Smith's problem had been stamina. In six of the nine seasons before this one, he had played more than 150 games, and he led the league with 110 games in the strike-shortened season of 1981. But along about September of each year, his slight frame would begin to sag. Smith, who is 5'10", weighed 148 pounds when he reported to Shilstone's spa last November. Shilstone had him cut back on fried foods, added supplemental shakes and pasta to his diet, and had him run, work out with Nautilus equipment, a medicine ball and free weights. After one week, he weighed 162. He reported to spring training at 167 and had lost none of his formidable agility. Where once he had the build of, say, Fred Astaire, now it was more like Sugar Ray Leonard's: slender but heavily muscled. Through last Saturday he had played in all but two of the Cardinals' 147 games, and he still weighed 155 pounds.
And he has had a bang-up year at the plate. He was hitting 53 points above his preseason career average of .247. He will score 100 runs for the first time, and he is likely to break an unusual Cardinal record by driving in more than 76 runs without hitting a home run, a record for powerless productivity set in 1920 by Milt Stock. With his bigger muscles, Smith has, however, hit 36 doubles, third-best in the National League.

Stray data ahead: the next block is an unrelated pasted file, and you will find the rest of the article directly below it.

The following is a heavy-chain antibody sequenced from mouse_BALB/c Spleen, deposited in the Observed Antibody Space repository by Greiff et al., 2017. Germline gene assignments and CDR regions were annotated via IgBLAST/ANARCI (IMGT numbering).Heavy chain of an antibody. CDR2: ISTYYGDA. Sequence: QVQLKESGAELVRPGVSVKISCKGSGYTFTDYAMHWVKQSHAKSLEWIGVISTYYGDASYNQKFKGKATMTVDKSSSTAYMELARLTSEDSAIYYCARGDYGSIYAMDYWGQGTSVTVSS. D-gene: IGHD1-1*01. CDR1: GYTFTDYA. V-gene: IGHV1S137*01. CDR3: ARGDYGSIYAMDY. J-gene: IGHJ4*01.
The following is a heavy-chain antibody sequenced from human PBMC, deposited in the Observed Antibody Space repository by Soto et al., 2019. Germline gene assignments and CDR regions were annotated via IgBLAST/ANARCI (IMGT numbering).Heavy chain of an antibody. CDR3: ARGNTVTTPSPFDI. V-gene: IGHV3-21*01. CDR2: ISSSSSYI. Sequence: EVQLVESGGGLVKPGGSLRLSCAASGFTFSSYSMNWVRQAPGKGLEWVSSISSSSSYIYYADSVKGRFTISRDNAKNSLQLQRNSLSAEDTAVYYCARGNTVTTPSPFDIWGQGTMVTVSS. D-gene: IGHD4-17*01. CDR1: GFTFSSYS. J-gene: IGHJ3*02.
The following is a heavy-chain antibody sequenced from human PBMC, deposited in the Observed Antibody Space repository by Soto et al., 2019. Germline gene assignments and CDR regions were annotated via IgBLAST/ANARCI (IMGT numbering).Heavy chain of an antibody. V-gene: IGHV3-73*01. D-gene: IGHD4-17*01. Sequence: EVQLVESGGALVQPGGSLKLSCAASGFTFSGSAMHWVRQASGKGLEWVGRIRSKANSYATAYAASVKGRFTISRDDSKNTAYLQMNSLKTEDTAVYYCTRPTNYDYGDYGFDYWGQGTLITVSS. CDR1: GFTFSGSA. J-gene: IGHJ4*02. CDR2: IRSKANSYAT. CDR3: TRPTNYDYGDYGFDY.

"I have never considered myself a one-dimensional player," says Smith. Nor has his manager. "Ozzie's been a hell of an offensive player, even before this year," says Herzog. "He does a lot of things with the bat—moving runners along, hitting and running—that go unnoticed. He's a much better hitter than people realize." Herzog had enough confidence in Smith's offense to move him from eighth to second in the batting order this season, a move prompted by an injury to Willie McGee's left knee last season. "Willie hasn't been able to steal with that knee," says Herzog, "so I decided to drop him down to fifth in the order. Ozzie gives us the stealing ability, the on-base percentage and the patience batting second."